Friday, May 10, 2013

EU referendum: much binding in the marsh

BBC 010-vot.jpg

One suspects that the intensified interest in an EU referendum displayed by the idle school-boys, insignificant coxcombs, toad-eaters and sundry others of the commons, has more to do with protecting their positions at the general election than any concern about the governance of this country.

Thus, we see, according to diverse sources, including the BBC, that the self-same idle school-boys, etc., have tabled an easily defeatable amendment to the motion welcoming the Queen's speech, expressing regret that it did not include a commitment to legislation on a referendum.

This, we understand, has been fronted by MP John Baron, and could be debated as early as next Tuesday or Wednesday, giving a platform to those Tory MPs who feel most threatened by the Fatuous Farage to declare their undying commitment to leaving the EU, without ever having to do anything constructive about it. 

Downing Street thus conveys the predictable message that David Cameron is "relaxed" about the amendment, as well he might, it having little chance of success, so much so that Tory MPs may be given a free vote – the ultimate expression of contempt from the parliamentary establishment. If the vote mattered at all, the whips would be on. 

This latest outbreak of Tory euroscepticism follows an intense 48 hours of thrashing about in the wake of the much-delayed Lawson statement, with a rickety old bandwagon becoming ever-more burdened as more and more ex-office holders pile into its capacious rear. 

Two more former chancellors of the exchequer have added their voices to the clamour: Labour's Dennis Healey and Conservative Norman Lamont also say it is time to reconsider Britain's membership of the EU, but again they are fixed on leaving only if the UK cannot renegotiate its relationship with the bloc. 

Even more prominent amongst the bandwagon riders is the wannabe Tory leader Boris Johnson, who tells us that "leaving Europe a shot in the arm for democracy", which might carry some conviction if Johnson actually practised democracy and showed any signs of knowing what the term meant.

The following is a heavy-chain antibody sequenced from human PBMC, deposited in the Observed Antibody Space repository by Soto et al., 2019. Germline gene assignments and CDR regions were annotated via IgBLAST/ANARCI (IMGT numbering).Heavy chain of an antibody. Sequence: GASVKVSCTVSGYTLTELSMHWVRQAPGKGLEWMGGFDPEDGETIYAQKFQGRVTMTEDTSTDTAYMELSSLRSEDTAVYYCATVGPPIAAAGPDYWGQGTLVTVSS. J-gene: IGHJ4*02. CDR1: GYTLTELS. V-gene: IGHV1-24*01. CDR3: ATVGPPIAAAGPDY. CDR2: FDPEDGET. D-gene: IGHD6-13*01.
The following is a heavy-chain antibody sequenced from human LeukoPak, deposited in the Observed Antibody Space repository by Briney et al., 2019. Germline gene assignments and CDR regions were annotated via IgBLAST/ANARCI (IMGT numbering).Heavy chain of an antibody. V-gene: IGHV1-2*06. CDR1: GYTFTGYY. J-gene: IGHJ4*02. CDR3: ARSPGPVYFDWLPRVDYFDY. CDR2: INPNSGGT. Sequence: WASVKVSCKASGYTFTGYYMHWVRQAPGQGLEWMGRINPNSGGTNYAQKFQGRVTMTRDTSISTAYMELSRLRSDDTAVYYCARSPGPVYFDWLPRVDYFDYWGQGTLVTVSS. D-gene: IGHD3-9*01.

The man-child is still hedging his bets though, also supporting David Cameron, the latter reinforcinghis renegotiation fantasy by telling us that he thinks it is possible to change and reform the EU, and "change and reform Britain's relationship with it".

The man clearly fails to understand that asserting this no more makes it true than if he was to assert, with the same degree of confidence, that the moon was made of green cheese. In fact, there is more likelihood of establishing a lunar green cheese mine than there is of Mr Cameron successfully changing and reforming the EU. 

But, with Lawson having breached the dam, even Michael Portillo has joined calls for a referendum, with no more idea of how to fight and win one than the rest of the bandwagon riders. 

Fortunately, we remain in a position where Miliband is likely to heed Poly Toynbee's call and "ignore calls to hold a futile and distracting in-out vote". 

As long as the Farage mania holds, that is Mr Miliband's last best hope of becoming prime minister, the net effect of the UKIP vote being to destroy the Conservative's chances of winning an outright victory at the general election. 

What terrifies Toynbee, though, is the Kellner scenario where a referendum held by an unpopular mid-term Labour government could unite the eurosceptics, who could then pull off a vote demanding an EU exit. 

Thus, Toynbee says, Labour should stick to its "no referendum" policy. Ed Miliband "does not want to be the prime minister to take Britain out of Europe into the wilderness". And there lies the ultimate irony. Our best option for leaving the EU is for Labour to promise a referendum and for us to vote the party into office.